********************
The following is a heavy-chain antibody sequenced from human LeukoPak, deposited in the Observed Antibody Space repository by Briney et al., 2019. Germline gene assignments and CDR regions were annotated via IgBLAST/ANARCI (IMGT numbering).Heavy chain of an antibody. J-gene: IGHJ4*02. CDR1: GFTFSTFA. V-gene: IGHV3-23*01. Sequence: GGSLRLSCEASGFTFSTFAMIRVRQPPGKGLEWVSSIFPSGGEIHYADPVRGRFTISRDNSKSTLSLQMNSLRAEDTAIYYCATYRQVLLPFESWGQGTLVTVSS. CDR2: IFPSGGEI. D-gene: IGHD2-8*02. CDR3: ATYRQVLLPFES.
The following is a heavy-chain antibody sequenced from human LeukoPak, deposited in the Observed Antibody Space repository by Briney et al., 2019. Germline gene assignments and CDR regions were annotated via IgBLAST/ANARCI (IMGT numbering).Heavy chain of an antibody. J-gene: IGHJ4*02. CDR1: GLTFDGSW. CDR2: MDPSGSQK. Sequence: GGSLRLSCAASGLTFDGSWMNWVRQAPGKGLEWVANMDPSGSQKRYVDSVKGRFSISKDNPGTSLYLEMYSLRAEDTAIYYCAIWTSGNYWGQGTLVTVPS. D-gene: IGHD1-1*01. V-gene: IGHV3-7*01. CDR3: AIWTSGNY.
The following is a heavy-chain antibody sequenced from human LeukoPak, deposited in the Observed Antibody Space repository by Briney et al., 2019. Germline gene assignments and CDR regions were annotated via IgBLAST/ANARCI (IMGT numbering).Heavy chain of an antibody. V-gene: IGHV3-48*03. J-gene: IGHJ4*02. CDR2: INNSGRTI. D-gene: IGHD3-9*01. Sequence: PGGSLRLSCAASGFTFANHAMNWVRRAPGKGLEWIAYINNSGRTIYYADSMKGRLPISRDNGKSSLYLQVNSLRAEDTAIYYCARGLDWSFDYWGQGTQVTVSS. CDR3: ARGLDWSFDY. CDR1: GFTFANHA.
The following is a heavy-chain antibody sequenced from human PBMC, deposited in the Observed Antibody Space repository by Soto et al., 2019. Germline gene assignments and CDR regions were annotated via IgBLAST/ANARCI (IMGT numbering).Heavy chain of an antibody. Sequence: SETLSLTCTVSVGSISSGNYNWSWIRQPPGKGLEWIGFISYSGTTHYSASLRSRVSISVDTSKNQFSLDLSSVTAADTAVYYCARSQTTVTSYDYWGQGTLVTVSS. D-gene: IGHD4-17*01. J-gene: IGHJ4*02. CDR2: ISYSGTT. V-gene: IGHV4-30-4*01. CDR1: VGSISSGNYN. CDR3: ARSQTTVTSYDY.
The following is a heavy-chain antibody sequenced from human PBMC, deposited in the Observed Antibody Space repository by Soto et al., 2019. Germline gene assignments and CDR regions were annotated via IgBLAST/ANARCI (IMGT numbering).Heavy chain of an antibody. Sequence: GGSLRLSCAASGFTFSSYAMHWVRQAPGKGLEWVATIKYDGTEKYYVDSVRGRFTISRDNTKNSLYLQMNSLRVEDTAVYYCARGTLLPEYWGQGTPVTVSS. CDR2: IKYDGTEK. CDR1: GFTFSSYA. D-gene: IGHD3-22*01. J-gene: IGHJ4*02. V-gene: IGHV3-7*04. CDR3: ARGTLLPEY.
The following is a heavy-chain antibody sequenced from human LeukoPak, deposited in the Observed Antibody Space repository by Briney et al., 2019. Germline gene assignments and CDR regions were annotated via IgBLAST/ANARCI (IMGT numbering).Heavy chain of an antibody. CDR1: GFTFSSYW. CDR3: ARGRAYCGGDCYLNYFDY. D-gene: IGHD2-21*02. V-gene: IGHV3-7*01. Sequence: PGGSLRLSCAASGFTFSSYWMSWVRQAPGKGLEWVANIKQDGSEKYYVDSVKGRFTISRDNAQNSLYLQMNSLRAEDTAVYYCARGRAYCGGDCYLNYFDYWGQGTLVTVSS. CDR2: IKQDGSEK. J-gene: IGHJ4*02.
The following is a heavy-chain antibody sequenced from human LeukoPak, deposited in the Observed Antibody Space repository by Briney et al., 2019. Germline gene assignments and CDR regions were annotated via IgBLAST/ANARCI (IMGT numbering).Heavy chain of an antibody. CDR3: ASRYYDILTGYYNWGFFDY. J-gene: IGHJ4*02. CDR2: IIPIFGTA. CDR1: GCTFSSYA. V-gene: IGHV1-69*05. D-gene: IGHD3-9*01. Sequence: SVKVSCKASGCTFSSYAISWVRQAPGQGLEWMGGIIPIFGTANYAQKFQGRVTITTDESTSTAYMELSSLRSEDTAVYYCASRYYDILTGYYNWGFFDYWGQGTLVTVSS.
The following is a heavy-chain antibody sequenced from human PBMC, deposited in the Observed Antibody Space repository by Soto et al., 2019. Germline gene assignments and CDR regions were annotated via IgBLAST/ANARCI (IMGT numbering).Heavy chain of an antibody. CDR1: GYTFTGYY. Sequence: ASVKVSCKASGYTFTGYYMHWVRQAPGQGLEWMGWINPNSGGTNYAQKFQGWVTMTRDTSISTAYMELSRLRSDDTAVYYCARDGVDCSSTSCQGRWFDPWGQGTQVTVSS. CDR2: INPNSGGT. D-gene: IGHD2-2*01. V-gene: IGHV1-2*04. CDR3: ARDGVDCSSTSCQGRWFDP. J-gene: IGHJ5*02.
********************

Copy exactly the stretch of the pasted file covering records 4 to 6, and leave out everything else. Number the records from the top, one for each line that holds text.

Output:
The following is a heavy-chain antibody sequenced from human PBMC, deposited in the Observed Antibody Space repository by Soto et al., 2019. Germline gene assignments and CDR regions were annotated via IgBLAST/ANARCI (IMGT numbering).Heavy chain of an antibody. Sequence: SETLSLTCTVSVGSISSGNYNWSWIRQPPGKGLEWIGFISYSGTTHYSASLRSRVSISVDTSKNQFSLDLSSVTAADTAVYYCARSQTTVTSYDYWGQGTLVTVSS. D-gene: IGHD4-17*01. J-gene: IGHJ4*02. CDR2: ISYSGTT. V-gene: IGHV4-30-4*01. CDR1: VGSISSGNYN. CDR3: ARSQTTVTSYDY.
The following is a heavy-chain antibody sequenced from human PBMC, deposited in the Observed Antibody Space repository by Soto et al., 2019. Germline gene assignments and CDR regions were annotated via IgBLAST/ANARCI (IMGT numbering).Heavy chain of an antibody. Sequence: GGSLRLSCAASGFTFSSYAMHWVRQAPGKGLEWVATIKYDGTEKYYVDSVRGRFTISRDNTKNSLYLQMNSLRVEDTAVYYCARGTLLPEYWGQGTPVTVSS. CDR2: IKYDGTEK. CDR1: GFTFSSYA. D-gene: IGHD3-22*01. J-gene: IGHJ4*02. V-gene: IGHV3-7*04. CDR3: ARGTLLPEY.
The following is a heavy-chain antibody sequenced from human LeukoPak, deposited in the Observed Antibody Space repository by Briney et al., 2019. Germline gene assignments and CDR regions were annotated via IgBLAST/ANARCI (IMGT numbering).Heavy chain of an antibody. CDR1: GFTFSSYW. CDR3: ARGRAYCGGDCYLNYFDY. D-gene: IGHD2-21*02. V-gene: IGHV3-7*01. Sequence: PGGSLRLSCAASGFTFSSYWMSWVRQAPGKGLEWVANIKQDGSEKYYVDSVKGRFTISRDNAQNSLYLQMNSLRAEDTAVYYCARGRAYCGGDCYLNYFDYWGQGTLVTVSS. CDR2: IKQDGSEK. J-gene: IGHJ4*02.